The Business Services IndustriesThe Business Services industry represents a key economic driver for many Western economies. The prosperity of business services suppliers depend largely on the relative economic performance of larger companies. Unfortunately, many business services firms are coming under increasing pressure as the wider economy struggles through the economic slowdown. Most public and private sectors organisations are curtailing business investment, reducing overheads and squeezing smaller suppliers over long-term payment terms.
So despite the boom of business to business services in the last few decades, the medium term outlook for the sector is mixed. As the austerity measures of many debt-ridden countries take hold, many public sector organisations are re-tendering managed service contracts. Likewise, cutbacks in Corporate spending tend to impact sales-led activities, such as contracts with marketing agencies, marketing communications specialists and advertising agencies. The reverse is true in times of prosperity.
There is a vast array of business service providers to choose from. Where there is expertise and manpower required, a service provider probably exists to fill the business need. These service providers range from auction houses, cleaning firms, catering services, marketing consultancies, entertainment services, special occasions, advertising, recruitment, office services, printing services, rental hire firms, management support, to specialist consultancy amongst many more market sectors.
Business-to-business suppliers aim to free up their clients' time, to allow them to concentrate on their core activities that drive turnover. Whether you run a large company or a small firm, you can make use of business service organisation (such as an events management company or management research company), with the expertise and know-how in a niche. Outsourcing non-core services can help take advantage of specialist expertise and experience (such as business communications skills), without the direct overheads of recruiting and employing qualified staff.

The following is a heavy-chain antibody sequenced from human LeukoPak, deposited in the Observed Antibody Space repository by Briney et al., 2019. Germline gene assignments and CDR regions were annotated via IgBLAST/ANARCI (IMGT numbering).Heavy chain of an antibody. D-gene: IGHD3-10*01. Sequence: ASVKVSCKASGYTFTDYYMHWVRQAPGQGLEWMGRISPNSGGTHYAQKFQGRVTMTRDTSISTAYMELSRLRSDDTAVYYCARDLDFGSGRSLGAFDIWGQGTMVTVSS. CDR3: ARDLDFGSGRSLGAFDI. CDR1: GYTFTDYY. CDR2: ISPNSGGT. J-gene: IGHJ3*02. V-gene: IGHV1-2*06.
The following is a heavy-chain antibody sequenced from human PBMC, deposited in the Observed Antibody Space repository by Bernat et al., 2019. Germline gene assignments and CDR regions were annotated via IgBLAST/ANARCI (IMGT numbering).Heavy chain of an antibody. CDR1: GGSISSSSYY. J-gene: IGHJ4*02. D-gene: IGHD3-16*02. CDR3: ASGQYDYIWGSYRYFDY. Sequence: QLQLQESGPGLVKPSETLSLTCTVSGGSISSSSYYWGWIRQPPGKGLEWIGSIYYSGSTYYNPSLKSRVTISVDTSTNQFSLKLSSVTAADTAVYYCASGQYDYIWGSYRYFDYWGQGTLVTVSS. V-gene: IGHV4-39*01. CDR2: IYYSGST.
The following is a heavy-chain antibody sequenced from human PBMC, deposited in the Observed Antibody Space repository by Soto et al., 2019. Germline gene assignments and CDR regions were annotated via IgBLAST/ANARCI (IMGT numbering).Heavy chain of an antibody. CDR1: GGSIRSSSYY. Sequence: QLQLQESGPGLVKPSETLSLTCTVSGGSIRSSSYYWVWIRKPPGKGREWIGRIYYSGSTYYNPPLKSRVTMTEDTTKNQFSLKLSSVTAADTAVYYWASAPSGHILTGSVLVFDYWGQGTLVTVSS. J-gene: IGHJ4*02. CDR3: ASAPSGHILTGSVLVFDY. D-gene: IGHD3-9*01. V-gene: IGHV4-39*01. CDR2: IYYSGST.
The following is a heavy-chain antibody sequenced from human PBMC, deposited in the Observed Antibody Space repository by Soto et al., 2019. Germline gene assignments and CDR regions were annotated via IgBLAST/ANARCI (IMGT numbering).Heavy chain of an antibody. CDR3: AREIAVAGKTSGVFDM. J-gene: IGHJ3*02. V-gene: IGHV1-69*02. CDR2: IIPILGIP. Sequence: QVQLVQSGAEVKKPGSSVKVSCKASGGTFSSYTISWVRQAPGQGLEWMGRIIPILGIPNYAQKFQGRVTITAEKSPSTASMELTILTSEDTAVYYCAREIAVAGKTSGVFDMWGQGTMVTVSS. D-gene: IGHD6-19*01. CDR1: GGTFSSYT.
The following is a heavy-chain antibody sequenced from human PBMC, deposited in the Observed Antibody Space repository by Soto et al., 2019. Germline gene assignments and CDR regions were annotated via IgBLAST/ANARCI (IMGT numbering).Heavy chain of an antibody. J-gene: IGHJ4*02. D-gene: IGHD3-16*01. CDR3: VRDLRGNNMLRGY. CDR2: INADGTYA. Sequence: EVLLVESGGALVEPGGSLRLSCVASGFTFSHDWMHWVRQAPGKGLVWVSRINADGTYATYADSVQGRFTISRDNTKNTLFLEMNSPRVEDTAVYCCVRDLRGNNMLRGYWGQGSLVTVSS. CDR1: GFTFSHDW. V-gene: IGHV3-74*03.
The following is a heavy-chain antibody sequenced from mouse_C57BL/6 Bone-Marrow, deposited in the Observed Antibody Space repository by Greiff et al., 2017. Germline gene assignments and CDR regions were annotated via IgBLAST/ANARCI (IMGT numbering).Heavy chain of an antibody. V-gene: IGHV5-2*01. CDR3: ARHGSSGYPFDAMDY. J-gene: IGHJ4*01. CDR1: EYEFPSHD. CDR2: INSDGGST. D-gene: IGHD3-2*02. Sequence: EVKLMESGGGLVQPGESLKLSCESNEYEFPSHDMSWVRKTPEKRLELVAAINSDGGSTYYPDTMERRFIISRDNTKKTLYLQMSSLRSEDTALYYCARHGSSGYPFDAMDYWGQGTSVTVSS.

Outsourcing also help to fix budgets and spread on going costs over a longer period. Many longer-term service contracts may come with a minimum term, and termination period. Many are guaranteed by a service level agreement that provides a degree of confidence to the end user. Most suppliers in business services industries will have standard terms and conditions that spell out the scope of a service, the responsibilities of the client and how end-users should use the call escalation procedure. The relative balance of power between the end user and service provider is usually reflected in the agreed contractual terms. These are usually negotiated between business buyers and supplier account managers.
For smaller and more localised general service providers, (such a commercial sign providers or inventory services), or winning larger outsourcing contracts can be challenging against bigger rivals. Service delivery frequently requires an expensive customer service infrastructure and skills distributed across a wide geographic area. Hence many firms invest in formal business training for their staff. Smaller business services' companies also have to cope with changing local labour patterns, as employers shrink their workforce and decentralise their place of operations. Labour market shrinkage also affects sectors such as recruitment and cleaning services. Some sectors (such as legal services) are less affected by economic cycles than changes to regulatory structures,
The services sectors reflect the relative growth or decline of key sectors of the economy. For example, as the West struggles to append its decline in manufacturing output, (relative to the growth in manufactured exports from BRIC countries), some service sectors have benefited. Notably engineering consultancy and management consultancies have seen sector growth as manufactures seek to streamline and innovate. Whereas, service sectors that rely on construction and property investment have struggled in recent years. This has been due to residential, and commercial property markets have boomed and bust in long credit fuelled bubbles.